A team of researchers from US biotech company Verve Therapeutics have injected a gene-editing serum into a live patient's liver with the goal of lowering their cholesterol, a watershed moment in the history of gene editing that could potentially save millions from cardiovascular disease and heart attacks, MIT Technology Review reports.
The clinical trial kicked off with a patient in New Zealand receiving the unusual injection dubbed VERVE-101. Early experiments on monkeys have already yielded hopeful results.
The company claims that these genetic edits will be able to permanently lower levels of "bad" LDL cholesterol, a fatty molecule that at excessive levels can lead to clogged arteries.
And that could be a gamechanger as other interventions such as hard-to-follow diets, exercise, and other prescribed medicine have only been able to make a small dent LDL levels. Many drugs have also remained wildly expensive, with insurers refusing to pay for them, according to MIT Tech.
"VERVE-101 is a first-in-class gene editing medicine that we have designed to make a single spelling change in liver DNA to permanently turn off a disease-causing gene," said gene researcher and Verve Therapeutics founder Sekar Kathiresan in a statement.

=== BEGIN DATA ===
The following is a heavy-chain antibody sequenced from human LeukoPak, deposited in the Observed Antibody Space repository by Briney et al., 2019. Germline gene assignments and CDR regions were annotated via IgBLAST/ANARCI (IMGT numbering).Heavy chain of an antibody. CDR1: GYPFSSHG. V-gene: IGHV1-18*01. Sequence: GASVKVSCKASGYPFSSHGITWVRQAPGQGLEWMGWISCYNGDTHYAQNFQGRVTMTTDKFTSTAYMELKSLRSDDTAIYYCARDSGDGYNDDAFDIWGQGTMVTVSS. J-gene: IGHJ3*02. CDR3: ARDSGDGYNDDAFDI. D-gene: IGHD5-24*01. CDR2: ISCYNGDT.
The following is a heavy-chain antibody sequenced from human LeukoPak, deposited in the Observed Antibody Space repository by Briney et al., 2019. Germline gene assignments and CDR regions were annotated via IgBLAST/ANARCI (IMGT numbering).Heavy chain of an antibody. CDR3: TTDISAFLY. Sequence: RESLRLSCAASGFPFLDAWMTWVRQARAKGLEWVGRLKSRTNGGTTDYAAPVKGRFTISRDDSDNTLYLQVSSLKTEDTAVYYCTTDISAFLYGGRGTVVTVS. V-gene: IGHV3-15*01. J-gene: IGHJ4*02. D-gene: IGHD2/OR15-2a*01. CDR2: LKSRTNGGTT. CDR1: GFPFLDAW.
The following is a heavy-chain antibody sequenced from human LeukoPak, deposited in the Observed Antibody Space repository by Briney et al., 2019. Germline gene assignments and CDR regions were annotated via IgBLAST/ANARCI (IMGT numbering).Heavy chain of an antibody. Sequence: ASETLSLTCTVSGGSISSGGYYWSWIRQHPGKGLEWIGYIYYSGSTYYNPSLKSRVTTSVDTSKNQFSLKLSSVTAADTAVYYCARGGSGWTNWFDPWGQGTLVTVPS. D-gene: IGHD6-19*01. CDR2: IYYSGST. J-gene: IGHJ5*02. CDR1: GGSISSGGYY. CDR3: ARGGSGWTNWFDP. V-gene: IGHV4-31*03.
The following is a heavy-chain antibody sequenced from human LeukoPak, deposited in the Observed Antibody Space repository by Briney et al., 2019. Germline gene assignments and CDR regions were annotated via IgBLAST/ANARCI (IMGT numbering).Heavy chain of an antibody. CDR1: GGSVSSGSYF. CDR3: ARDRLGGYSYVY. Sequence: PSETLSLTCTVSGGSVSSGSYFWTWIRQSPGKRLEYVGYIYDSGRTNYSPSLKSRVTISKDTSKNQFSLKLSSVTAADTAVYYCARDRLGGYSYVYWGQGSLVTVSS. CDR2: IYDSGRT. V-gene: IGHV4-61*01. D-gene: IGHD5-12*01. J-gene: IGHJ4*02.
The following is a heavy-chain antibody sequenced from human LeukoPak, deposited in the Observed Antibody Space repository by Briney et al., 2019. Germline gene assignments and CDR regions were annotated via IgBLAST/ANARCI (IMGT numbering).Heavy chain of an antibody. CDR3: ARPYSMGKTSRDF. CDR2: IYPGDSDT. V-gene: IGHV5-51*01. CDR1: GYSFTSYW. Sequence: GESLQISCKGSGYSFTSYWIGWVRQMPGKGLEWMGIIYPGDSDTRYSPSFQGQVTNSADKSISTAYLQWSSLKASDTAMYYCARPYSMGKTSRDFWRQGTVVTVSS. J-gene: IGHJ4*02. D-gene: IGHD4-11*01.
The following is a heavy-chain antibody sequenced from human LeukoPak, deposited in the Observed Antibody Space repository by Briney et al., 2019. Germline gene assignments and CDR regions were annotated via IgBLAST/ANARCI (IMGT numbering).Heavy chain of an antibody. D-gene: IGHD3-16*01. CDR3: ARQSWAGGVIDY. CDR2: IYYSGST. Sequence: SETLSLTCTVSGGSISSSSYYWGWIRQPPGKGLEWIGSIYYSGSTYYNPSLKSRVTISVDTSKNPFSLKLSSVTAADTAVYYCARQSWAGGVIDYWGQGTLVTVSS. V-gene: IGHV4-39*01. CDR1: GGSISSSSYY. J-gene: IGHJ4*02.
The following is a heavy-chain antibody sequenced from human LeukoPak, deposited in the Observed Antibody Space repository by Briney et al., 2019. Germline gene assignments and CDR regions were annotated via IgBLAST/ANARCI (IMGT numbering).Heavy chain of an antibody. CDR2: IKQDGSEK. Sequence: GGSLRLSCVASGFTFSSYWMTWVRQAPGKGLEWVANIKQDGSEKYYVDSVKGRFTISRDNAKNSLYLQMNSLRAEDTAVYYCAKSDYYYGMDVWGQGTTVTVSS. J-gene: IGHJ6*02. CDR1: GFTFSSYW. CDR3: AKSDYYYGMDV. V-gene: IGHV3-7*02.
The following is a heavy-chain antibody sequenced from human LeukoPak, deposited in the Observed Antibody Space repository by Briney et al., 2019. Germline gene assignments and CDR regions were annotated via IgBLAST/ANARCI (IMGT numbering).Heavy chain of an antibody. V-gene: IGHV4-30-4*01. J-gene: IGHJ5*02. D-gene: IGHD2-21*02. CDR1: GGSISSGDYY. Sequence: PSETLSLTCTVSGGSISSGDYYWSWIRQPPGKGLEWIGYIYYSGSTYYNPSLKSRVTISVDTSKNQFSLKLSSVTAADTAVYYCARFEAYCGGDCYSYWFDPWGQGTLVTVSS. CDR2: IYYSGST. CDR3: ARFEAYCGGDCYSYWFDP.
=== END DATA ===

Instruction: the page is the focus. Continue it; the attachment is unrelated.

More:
"If this works and is safe, this is the answer to heart attack — this is the cure," Kathiresan told MIT Tech.
It's the first time a technique called "base editing," a novel take on CRISPR gene editing that substitutes DNA letters instead of cutting genes altogether, has been used in humans.
Such a technology could have dramatic implications, given how common high cholesterol is in the population.
"Of all the different genome editing ongoing on the clinic, this one could have the most profound impact because of the number of people who could benefit," Eric Topol, a cardiologist and researcher at Scripps Research, who was not involved in the research, told the publication.
Verve is now hoping to enroll around 40 adult patients with heterozygous familial hypercholesterolemia (HefH), an inherited genetic disorder that causes dangerously high cholesterol levels, to evaluate the safety and tolerability of the injection.
READ MORE: Edits to a cholesterol gene could stop the biggest killer on earth [MIT Technology Review]